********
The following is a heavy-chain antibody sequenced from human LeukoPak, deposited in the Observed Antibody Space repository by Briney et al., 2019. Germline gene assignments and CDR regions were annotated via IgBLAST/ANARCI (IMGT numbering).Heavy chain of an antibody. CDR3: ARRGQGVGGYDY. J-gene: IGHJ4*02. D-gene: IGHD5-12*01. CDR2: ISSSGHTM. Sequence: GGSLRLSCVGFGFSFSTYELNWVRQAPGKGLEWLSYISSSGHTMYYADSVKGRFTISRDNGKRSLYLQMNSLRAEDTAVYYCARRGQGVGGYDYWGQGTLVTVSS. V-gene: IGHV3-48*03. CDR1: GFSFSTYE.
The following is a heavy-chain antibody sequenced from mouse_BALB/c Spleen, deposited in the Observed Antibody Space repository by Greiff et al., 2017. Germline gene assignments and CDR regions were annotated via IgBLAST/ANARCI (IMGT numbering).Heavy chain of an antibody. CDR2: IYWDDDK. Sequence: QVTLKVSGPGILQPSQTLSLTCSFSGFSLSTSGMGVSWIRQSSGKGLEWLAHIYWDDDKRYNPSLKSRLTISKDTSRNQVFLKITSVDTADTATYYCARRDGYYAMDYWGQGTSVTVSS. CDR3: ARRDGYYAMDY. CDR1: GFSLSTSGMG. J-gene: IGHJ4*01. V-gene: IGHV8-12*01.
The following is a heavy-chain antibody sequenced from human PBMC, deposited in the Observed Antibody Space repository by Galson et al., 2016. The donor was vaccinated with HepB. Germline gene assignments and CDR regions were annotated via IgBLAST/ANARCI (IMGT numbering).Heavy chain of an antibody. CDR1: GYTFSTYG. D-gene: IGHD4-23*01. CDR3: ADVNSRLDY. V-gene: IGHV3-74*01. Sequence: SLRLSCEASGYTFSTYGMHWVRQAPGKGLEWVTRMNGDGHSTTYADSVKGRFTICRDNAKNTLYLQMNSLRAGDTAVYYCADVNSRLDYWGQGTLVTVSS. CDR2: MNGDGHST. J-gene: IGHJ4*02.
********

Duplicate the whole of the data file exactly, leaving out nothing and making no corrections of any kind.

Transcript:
The following is a heavy-chain antibody sequenced from human LeukoPak, deposited in the Observed Antibody Space repository by Briney et al., 2019. Germline gene assignments and CDR regions were annotated via IgBLAST/ANARCI (IMGT numbering).Heavy chain of an antibody. CDR3: ARRGQGVGGYDY. J-gene: IGHJ4*02. D-gene: IGHD5-12*01. CDR2: ISSSGHTM. Sequence: GGSLRLSCVGFGFSFSTYELNWVRQAPGKGLEWLSYISSSGHTMYYADSVKGRFTISRDNGKRSLYLQMNSLRAEDTAVYYCARRGQGVGGYDYWGQGTLVTVSS. V-gene: IGHV3-48*03. CDR1: GFSFSTYE.
The following is a heavy-chain antibody sequenced from mouse_BALB/c Spleen, deposited in the Observed Antibody Space repository by Greiff et al., 2017. Germline gene assignments and CDR regions were annotated via IgBLAST/ANARCI (IMGT numbering).Heavy chain of an antibody. CDR2: IYWDDDK. Sequence: QVTLKVSGPGILQPSQTLSLTCSFSGFSLSTSGMGVSWIRQSSGKGLEWLAHIYWDDDKRYNPSLKSRLTISKDTSRNQVFLKITSVDTADTATYYCARRDGYYAMDYWGQGTSVTVSS. CDR3: ARRDGYYAMDY. CDR1: GFSLSTSGMG. J-gene: IGHJ4*01. V-gene: IGHV8-12*01.
The following is a heavy-chain antibody sequenced from human PBMC, deposited in the Observed Antibody Space repository by Galson et al., 2016. The donor was vaccinated with HepB. Germline gene assignments and CDR regions were annotated via IgBLAST/ANARCI (IMGT numbering).Heavy chain of an antibody. CDR1: GYTFSTYG. D-gene: IGHD4-23*01. CDR3: ADVNSRLDY. V-gene: IGHV3-74*01. Sequence: SLRLSCEASGYTFSTYGMHWVRQAPGKGLEWVTRMNGDGHSTTYADSVKGRFTICRDNAKNTLYLQMNSLRAGDTAVYYCADVNSRLDYWGQGTLVTVSS. CDR2: MNGDGHST. J-gene: IGHJ4*02.